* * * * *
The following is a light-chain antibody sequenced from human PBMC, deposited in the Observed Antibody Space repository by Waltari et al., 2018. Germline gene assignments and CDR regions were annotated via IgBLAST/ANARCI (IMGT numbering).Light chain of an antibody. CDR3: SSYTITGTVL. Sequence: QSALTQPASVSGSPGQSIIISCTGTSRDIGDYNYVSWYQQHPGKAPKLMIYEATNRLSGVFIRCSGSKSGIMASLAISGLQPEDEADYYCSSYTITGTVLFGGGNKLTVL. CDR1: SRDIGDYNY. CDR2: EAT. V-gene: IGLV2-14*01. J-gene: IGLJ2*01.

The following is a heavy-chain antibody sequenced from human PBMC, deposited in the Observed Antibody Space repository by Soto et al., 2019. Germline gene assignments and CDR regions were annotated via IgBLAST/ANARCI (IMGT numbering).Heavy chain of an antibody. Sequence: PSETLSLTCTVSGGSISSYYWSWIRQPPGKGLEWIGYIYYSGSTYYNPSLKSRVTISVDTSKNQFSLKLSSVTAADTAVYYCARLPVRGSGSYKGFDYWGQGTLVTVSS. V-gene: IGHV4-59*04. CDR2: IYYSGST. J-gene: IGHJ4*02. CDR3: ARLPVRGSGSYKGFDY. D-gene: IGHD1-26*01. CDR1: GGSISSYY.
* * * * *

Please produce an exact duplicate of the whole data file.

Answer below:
The following is a light-chain antibody sequenced from human PBMC, deposited in the Observed Antibody Space repository by Waltari et al., 2018. Germline gene assignments and CDR regions were annotated via IgBLAST/ANARCI (IMGT numbering).Light chain of an antibody. CDR3: SSYTITGTVL. Sequence: QSALTQPASVSGSPGQSIIISCTGTSRDIGDYNYVSWYQQHPGKAPKLMIYEATNRLSGVFIRCSGSKSGIMASLAISGLQPEDEADYYCSSYTITGTVLFGGGNKLTVL. CDR1: SRDIGDYNY. CDR2: EAT. V-gene: IGLV2-14*01. J-gene: IGLJ2*01.

The following is a heavy-chain antibody sequenced from human PBMC, deposited in the Observed Antibody Space repository by Soto et al., 2019. Germline gene assignments and CDR regions were annotated via IgBLAST/ANARCI (IMGT numbering).Heavy chain of an antibody. Sequence: PSETLSLTCTVSGGSISSYYWSWIRQPPGKGLEWIGYIYYSGSTYYNPSLKSRVTISVDTSKNQFSLKLSSVTAADTAVYYCARLPVRGSGSYKGFDYWGQGTLVTVSS. V-gene: IGHV4-59*04. CDR2: IYYSGST. J-gene: IGHJ4*02. CDR3: ARLPVRGSGSYKGFDY. D-gene: IGHD1-26*01. CDR1: GGSISSYY.